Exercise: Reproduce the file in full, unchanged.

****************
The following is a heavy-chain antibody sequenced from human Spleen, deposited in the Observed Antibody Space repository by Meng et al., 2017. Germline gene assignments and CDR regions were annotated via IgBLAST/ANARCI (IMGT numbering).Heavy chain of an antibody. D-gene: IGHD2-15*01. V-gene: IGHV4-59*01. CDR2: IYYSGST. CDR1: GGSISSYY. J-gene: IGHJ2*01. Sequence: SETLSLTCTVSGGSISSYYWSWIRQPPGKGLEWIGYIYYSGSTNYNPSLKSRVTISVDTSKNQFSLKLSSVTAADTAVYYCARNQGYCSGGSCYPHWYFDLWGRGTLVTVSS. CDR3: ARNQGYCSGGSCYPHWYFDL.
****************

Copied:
The following is a heavy-chain antibody sequenced from human Spleen, deposited in the Observed Antibody Space repository by Meng et al., 2017. Germline gene assignments and CDR regions were annotated via IgBLAST/ANARCI (IMGT numbering).Heavy chain of an antibody. D-gene: IGHD2-15*01. V-gene: IGHV4-59*01. CDR2: IYYSGST. CDR1: GGSISSYY. J-gene: IGHJ2*01. Sequence: SETLSLTCTVSGGSISSYYWSWIRQPPGKGLEWIGYIYYSGSTNYNPSLKSRVTISVDTSKNQFSLKLSSVTAADTAVYYCARNQGYCSGGSCYPHWYFDLWGRGTLVTVSS. CDR3: ARNQGYCSGGSCYPHWYFDL.